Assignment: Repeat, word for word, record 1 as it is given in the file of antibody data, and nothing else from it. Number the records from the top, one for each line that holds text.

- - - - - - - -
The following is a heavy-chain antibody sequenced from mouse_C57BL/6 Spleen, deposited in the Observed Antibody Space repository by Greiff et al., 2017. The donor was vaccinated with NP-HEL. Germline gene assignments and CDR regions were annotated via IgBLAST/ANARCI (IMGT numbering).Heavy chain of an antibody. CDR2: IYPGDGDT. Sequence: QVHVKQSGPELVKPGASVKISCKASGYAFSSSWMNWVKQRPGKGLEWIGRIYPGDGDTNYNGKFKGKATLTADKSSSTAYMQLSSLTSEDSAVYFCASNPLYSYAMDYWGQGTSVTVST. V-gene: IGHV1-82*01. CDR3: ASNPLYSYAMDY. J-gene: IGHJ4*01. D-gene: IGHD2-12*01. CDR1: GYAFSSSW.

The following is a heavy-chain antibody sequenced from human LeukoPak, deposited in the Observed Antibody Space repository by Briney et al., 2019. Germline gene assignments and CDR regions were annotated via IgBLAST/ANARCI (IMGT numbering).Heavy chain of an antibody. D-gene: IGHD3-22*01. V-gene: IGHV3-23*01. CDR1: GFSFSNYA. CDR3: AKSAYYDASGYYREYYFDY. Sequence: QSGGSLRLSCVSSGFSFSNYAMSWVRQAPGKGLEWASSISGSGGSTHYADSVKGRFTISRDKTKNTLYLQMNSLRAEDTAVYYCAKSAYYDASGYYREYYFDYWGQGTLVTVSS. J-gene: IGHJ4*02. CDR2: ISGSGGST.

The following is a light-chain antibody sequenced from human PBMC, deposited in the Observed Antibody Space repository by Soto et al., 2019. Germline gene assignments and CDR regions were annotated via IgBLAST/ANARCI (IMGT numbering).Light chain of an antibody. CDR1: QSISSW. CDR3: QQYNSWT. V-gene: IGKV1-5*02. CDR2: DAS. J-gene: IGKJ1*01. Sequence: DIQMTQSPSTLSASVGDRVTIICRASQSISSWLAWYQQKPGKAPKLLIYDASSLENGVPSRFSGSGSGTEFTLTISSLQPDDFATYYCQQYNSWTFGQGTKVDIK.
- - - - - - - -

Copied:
The following is a heavy-chain antibody sequenced from mouse_C57BL/6 Spleen, deposited in the Observed Antibody Space repository by Greiff et al., 2017. The donor was vaccinated with NP-HEL. Germline gene assignments and CDR regions were annotated via IgBLAST/ANARCI (IMGT numbering).Heavy chain of an antibody. CDR2: IYPGDGDT. Sequence: QVHVKQSGPELVKPGASVKISCKASGYAFSSSWMNWVKQRPGKGLEWIGRIYPGDGDTNYNGKFKGKATLTADKSSSTAYMQLSSLTSEDSAVYFCASNPLYSYAMDYWGQGTSVTVST. V-gene: IGHV1-82*01. CDR3: ASNPLYSYAMDY. J-gene: IGHJ4*01. D-gene: IGHD2-12*01. CDR1: GYAFSSSW.